Why multiple interviews? When so much information is available via professional profiles and carefully crafted resumes, what’s the point of these live conversations? At Help Scout, the interview process has been designed, together with the take-home project, to offer candidates and the hiring team several opportunities to learn and share in a way that just can’t be translated through a resumé or online profile.
“I want to dig into skills, rather than experience, in an interview," Abigail said. While a review of past experience provides a starting point, speaking with a candidate allows the team to understand the skills that person used regularly and how they might approach problem solving, collaboration, and other aspects of a role that don't come through on a resumé.
Together, the interviews will ideally paint a picture of experience, skills, and values. “At the end of the interview process, we want to understand if this person can be successful in the role — and if they feel it’s the right fit,” Sarah-Mei said. “We understand the risk people take when they change jobs, and we want to be confident that they know exactly who we are, the way we work, and why we're doing what we're doing.”
So how do we go about planning and leading interviews that deliver on our goals and offer the best experience for candidates? Read on for five steps we take to create a successful interview process.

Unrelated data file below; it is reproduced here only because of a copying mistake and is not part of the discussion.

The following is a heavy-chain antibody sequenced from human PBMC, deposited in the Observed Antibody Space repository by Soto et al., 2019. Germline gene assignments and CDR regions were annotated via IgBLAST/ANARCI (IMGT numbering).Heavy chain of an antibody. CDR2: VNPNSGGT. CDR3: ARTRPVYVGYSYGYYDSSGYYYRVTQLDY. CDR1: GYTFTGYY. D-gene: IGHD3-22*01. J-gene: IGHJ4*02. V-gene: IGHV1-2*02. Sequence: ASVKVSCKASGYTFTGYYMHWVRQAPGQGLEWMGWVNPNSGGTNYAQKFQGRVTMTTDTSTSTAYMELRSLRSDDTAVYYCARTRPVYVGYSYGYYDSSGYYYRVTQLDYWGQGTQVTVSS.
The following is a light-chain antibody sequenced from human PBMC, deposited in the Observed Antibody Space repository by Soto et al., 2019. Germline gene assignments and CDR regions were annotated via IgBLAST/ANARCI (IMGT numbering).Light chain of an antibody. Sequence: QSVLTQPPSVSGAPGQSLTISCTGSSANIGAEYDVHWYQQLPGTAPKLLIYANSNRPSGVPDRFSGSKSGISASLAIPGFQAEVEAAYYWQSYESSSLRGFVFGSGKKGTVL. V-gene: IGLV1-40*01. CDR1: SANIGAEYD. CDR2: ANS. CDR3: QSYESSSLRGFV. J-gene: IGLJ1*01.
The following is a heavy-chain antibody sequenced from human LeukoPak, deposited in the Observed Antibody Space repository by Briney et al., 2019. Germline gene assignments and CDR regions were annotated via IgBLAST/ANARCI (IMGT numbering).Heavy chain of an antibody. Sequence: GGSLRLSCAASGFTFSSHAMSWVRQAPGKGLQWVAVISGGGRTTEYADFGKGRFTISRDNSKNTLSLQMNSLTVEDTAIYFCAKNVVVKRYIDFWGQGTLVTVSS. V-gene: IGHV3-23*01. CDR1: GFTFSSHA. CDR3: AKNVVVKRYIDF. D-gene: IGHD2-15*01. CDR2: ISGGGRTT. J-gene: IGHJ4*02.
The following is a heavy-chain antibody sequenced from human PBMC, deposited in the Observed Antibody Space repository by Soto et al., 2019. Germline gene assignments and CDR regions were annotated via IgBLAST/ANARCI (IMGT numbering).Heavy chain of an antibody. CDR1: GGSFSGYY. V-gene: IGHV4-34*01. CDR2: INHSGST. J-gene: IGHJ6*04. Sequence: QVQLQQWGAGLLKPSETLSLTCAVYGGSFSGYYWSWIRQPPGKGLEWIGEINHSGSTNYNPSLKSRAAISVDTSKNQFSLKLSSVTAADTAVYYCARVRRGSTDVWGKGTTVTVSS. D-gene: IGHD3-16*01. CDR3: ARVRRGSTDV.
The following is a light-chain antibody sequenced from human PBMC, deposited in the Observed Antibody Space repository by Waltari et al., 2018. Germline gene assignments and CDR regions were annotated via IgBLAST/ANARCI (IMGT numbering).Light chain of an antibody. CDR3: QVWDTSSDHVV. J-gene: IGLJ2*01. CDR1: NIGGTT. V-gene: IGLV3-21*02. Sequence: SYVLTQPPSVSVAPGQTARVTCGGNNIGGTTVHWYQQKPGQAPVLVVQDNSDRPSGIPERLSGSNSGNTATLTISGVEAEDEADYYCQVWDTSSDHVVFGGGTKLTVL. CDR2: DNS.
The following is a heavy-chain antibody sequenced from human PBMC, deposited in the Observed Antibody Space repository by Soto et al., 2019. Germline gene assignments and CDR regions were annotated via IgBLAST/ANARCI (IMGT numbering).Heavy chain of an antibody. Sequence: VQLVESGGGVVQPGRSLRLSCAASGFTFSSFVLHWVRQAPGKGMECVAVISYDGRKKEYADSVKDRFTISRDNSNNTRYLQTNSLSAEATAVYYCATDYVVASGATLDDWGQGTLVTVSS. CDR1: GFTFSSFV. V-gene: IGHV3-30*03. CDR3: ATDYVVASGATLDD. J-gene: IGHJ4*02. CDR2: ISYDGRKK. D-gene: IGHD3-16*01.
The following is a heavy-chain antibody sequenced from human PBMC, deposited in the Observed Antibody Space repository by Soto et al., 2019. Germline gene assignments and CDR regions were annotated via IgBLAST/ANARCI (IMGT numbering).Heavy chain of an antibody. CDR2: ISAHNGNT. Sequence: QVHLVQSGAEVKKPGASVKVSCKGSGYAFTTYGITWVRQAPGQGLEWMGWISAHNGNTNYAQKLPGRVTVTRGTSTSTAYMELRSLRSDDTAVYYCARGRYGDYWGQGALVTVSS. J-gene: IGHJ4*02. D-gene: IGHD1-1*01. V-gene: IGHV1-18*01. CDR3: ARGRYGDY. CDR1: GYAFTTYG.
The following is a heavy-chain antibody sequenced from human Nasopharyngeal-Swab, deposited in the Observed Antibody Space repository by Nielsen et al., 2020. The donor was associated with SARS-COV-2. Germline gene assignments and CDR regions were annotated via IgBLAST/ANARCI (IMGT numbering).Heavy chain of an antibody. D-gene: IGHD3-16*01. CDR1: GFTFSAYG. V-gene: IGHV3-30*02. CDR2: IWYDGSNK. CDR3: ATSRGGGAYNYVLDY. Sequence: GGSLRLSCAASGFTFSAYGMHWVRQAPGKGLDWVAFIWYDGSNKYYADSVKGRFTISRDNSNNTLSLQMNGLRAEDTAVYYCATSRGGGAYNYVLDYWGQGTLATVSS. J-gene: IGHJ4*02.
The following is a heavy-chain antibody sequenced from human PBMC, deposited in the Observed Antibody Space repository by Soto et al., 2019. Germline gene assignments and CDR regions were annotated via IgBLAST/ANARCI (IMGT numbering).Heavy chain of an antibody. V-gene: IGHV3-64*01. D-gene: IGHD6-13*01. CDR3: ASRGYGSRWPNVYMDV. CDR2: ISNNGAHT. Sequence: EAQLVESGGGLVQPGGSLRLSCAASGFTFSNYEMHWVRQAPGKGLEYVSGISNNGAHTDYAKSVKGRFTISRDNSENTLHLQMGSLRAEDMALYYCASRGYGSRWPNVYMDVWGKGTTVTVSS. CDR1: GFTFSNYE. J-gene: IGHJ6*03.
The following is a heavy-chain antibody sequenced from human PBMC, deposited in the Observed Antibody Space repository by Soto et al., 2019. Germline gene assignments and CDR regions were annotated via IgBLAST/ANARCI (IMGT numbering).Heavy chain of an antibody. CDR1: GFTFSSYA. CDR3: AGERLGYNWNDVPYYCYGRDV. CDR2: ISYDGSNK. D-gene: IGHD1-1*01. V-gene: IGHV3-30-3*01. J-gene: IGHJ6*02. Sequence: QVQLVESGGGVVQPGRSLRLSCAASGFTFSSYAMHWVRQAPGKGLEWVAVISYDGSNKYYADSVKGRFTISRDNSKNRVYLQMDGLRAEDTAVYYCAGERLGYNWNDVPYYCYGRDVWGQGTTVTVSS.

1. First things first: A job description sets the tone
Before we can interview anyone, we create a job description that attracts candidates to the role and the company. We want folks who are interested in working for Help Scout to understand both the specifics of the job they are applying for and who we are as a company.
“We really lead with our values in the job description,” Abigail said. “They’re in the first paragraph. We want candidates who are going to be excited to be here and who are going to notice that how we talk about the company reflects our values and is aligned with the experience they’ll have on the team.” That early articulation of values serves as an important draw — and initial filter — for a candidate pool, she added. “More often than not, the first thing that people we interview say is that they were attracted to Help Scout because they wanted to work at a values-driven company.”